"She looked both mentally and physically unstable. She is a pupil at the St. John's School for the Deaf. She could not lead any concrete evidence even with the aid of her teacher and mother. As far as the first element of the offence is concerned the law is that where there was no eyewitness account of the alleged sexual offence, the Court can rely on circumstantial evidence to resolve the issue. Such evidence could include, medical evidence of the examination of the victim confirming the allegation of recent forcible coitus.

It is clear from the Medical Report "exhibit B" and the testimony of PW1, PW2 and PW3 that the victim was sexually manhandled. She was seen with her inner pants in hand with bloodstains all over her body. Therefore there is sufficient corroboration in support of the alleged sexual intercourse; as such the provisions of Section 180(2) of the Evidence Act have been satisfactorily complied with," he further explained.

The High Court judge concluded that the victim was sexually assaulted, which he shall hold as a fact and therefore resolved the first element in favour of the prosecution.

Further commenting on the case, Justice Nkea said the prosecution urged the court to question in affirmative and placed heavy reliance on the blood drops that were traced to the door of a room said to be occupied by the accused. The accused denied the charge and testified that he does not live in the compound, but rather watches over the property in the night.

He said he does not have a room of his own there but watches the property from a bench outside the door. He also added that he goes to the farm everyday including the date in question and only returns by 4pm, as such he could not have been the person who sexually assaulted the victim, if at all she was raped there.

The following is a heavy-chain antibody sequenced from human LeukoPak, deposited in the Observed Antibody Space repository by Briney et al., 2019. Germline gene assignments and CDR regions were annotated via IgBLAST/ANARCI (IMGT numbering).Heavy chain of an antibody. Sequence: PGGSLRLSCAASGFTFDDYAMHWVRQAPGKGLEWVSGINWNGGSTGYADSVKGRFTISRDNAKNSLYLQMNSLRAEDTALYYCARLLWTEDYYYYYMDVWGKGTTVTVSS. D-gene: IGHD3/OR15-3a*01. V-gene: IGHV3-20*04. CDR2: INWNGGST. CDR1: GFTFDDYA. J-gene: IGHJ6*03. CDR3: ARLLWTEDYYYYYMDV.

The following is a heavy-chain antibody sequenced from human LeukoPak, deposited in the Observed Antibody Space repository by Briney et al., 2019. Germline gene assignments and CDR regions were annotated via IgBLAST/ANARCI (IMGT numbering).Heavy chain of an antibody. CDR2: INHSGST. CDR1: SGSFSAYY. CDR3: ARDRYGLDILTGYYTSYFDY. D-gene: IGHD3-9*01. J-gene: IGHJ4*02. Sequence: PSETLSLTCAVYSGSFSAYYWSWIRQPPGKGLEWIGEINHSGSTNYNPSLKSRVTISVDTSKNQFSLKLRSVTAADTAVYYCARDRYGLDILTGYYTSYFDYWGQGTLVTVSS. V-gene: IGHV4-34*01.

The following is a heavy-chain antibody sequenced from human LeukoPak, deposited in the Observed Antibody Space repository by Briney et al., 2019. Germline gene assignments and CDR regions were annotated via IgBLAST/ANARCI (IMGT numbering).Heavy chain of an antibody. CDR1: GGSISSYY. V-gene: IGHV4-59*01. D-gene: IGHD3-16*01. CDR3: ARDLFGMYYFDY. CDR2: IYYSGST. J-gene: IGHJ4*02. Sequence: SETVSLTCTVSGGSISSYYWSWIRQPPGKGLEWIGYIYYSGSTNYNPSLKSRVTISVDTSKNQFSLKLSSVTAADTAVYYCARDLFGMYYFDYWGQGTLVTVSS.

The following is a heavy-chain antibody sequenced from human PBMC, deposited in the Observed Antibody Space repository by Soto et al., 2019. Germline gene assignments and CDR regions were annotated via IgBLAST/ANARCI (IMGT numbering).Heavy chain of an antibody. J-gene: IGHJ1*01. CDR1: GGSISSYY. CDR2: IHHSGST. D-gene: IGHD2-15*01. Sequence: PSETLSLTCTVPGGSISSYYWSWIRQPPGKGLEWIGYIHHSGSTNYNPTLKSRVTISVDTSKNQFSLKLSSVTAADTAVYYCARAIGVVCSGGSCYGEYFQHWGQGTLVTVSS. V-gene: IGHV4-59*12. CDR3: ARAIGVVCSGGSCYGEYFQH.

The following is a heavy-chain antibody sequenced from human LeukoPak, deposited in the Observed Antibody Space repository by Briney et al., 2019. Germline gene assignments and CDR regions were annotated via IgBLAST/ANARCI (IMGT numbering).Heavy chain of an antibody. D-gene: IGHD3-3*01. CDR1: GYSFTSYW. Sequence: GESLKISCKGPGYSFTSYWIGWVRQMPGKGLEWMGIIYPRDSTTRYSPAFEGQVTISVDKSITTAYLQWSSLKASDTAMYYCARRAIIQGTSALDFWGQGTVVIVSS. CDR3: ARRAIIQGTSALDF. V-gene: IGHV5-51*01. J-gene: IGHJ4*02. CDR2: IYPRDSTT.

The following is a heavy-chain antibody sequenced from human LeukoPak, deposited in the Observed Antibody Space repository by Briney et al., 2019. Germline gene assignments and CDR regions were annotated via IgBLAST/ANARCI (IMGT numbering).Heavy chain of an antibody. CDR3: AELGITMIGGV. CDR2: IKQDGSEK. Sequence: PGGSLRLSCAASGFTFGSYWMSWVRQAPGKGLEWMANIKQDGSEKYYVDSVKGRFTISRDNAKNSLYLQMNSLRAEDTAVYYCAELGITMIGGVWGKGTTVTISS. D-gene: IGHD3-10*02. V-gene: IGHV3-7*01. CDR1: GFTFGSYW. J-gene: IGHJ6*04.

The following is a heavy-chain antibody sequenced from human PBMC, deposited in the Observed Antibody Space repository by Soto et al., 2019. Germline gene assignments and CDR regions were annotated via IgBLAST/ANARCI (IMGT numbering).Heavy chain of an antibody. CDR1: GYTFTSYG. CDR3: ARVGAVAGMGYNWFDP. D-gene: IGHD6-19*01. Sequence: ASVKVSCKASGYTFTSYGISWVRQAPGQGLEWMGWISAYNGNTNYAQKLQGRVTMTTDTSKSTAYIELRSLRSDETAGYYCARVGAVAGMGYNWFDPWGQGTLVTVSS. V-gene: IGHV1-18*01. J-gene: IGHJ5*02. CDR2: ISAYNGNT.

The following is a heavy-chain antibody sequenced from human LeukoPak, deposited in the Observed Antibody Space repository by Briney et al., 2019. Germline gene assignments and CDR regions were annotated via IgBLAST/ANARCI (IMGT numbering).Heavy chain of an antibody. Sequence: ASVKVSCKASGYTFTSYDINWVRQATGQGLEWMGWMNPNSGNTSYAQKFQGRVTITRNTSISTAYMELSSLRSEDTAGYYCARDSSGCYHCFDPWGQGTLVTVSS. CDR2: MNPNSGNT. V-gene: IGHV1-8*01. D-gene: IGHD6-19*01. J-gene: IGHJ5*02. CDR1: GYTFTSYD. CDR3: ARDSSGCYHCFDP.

The prosecution said the victim identified the accused as the person who defiled her. "Although the prosecution witnesses all conceded that there was no Identification Parade conducted inline with a legal authority on identification parade, but when the victim was asked in Chambers to properly identify who her assailant was, she seriously damaged and discredited her evidence because she could not identify her assailant.

Instead, she pointed at the Judge (that is my humble self). From this, I reached the conclusion that the victim could not have properly identified the person who ravished her and this I shall hold as a fact and in doing so I will not rely on this piece of evidence in favour of the prosecution. This raises doubt in my mind as to who the real culprit was," said Justice Nkea.

He said the charge was therefore not proven beyond reasonable doubt. "The law is settled that where the prosecution has failed to prove its case beyond reasonable doubts the accused is entitled to an acquittal. In view of the above cited, the accused is therefore discharged and acquitted of the charge," Justice Nkea concluded.